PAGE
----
If one day your usually bouncy canine doesn’t feel like going out for a walk or eating their meal, there are several factors to blame. Most of the time, it can be attributed to parasites wreaking all sorts of havoc inside them or beneath their fur.
As an owner, you wouldn’t want to delay or skimp on treatment, especially when pathogens can grow more resistant to modern drugs. Veterinary medicine experts at the University of Calgary recently discovered after recording the first instance of hookworms being resistant to benzimidazole, a common treatment against parasitic worms.
In typical scenarios, unabated parasitic growth can lead to stunted development and other health complications among dogs. These cases rarely become fatal, but it’s a risk no compassionate dog parent wants to take. And once you learn how these creatures propagate, you can better understand why taking quick action is a matter of life and death for your furry friend.
Dog parasites are classified as either external or internal. Both have their respective methods of multiplying and leeching off the host’s vitality, which is why it pays to understand what kind is making your dog ill.
Parasites in dogs skin or fur are external, namely fleas, lice, mites, and ticks. They use their sharp hooks to inject saliva that contains compounds that force some blood to pool close to their hooks for easy feeding. After mating with a male, their female counterparts lay eggs, eventually hatching into dozens of larvae that’ll feed on your dog’s blood some more.
Some species of external parasites stay with the same canine host throughout their life cycle, while others jump to other hosts at every stage. Contrary to popular belief, they can’t fly or jump but latch onto a dog when passing through long grass or dense vegetation. In this case, a dog can catch fleas or ticks without leaving the house.
Additionally, these parasites carry disease-causing pathogens, transferring them while feeding. The illness depends on the species, but common examples include:
- Contact dermatitis
- Lyme disease
- Canine ehrlichiosis
Each disease has different symptoms, but you can detect an external parasite infestation early on with just one—and that’s vigorous, frequent scratching. Parasitic bites can be as itchy to canines as to their human companions. Itches that result in fur loss or even bleeding are signs warranting an immediate trip to the vet.
On the other hand, internal parasites inhabit a dog’s vital organs, namely the heart and intestines. A dog can pick them up from eating stuff they shouldn’t, such as disease-carrying animals or their faecal matter. Another scenario is that they’re born with the parasite when the mother passes it to her litter before giving birth.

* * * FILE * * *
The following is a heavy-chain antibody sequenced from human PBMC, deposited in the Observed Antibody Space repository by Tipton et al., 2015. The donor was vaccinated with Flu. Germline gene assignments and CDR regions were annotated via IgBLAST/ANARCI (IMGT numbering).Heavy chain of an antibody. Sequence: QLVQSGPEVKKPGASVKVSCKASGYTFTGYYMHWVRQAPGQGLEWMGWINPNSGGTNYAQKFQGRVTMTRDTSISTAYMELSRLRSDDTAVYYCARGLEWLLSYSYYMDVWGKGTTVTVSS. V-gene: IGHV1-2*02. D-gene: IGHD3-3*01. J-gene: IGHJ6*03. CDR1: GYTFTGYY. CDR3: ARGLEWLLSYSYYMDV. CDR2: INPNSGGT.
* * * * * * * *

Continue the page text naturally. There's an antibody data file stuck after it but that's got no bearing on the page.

Worms are the most prevalent type of internal parasites, which include hookworms, tapeworms, roundworms, and whipworms. Despite their name, ringworms are more of a type of fungus than a worm. Other non-worm internal parasites include coccidia, giardia, and spirochetes.
After ingesting contaminated matter, these parasites travel along the bloodstream to their target organ. Their hardiness ensures survival amid changes in their environment, whether inside the host or outdoors, unless treated. Some of them, including their eggs, will be expelled with the dog’s faeces, which can serve as a new infection vector for them or a different canine.
As these microorganisms also infect humans in a similar capacity, dog owners can be as much at risk of the following symptoms as their furry friends:
- Breathing difficulties
- Loss of appetite
- Abnormal urination
Detecting an internal parasitic infestation is much harder than an external one, as most of these symptoms aren’t limited to such cases. The most viable at-home method is to observe the dog’s faeces for visible worms, but this won’t work on non-worms.
Vet clinics are equipped with testing tools and techniques for detecting parasitic infections. One typical test involves submerging a faecal sample into a special solution that forces parasites and their eggs to float on top. Meanwhile, blood tests are used for detecting non-worms.
The best time to schedule a vet appointment is when you decide to own a dog, regardless of the breed and where you got them. There’s no telling the circumstances behind the puppy’s birth or lifestyle before being adopted without thorough testing.
Even without testing, owners should get their dogs dewormed as early as possible, especially newborn pups. Dewormers like fenbendazole, pyrantel, and praziquantel work by killing or paralysing the worms while inside, eventually dissolving or being excreted dead. These drugs take effect in a few hours but might take days or weeks to purge all parasites from the system.
If you often take your dog on lengthy walks, it pays to pay attention to the things they interact with. It isn’t unusual for them to sniff other dogs’ rears or their faeces, for that matter, so be prepared to restrain them. Upon returning home, you can clean your dog with pet wipes to remove any potential parasites or contaminants.
Moreover, being mindful of the dog’s regular diet is important. While dogs can consume raw meat, veterinary experts recommend against it due to the plethora of pathogens they harbour, such as salmonella, E. coli, and parasitic worms. Instead, mix dry and wet food to provide the most nutritional value.
Unless the cycle is broken, dog parasites will continue proliferating and find more canines to infect. Don’t wait for the symptoms to manifest by taking the necessary precautions in caring. Moreover, schedule regular visits with your vet to ensure they outlast any parasite.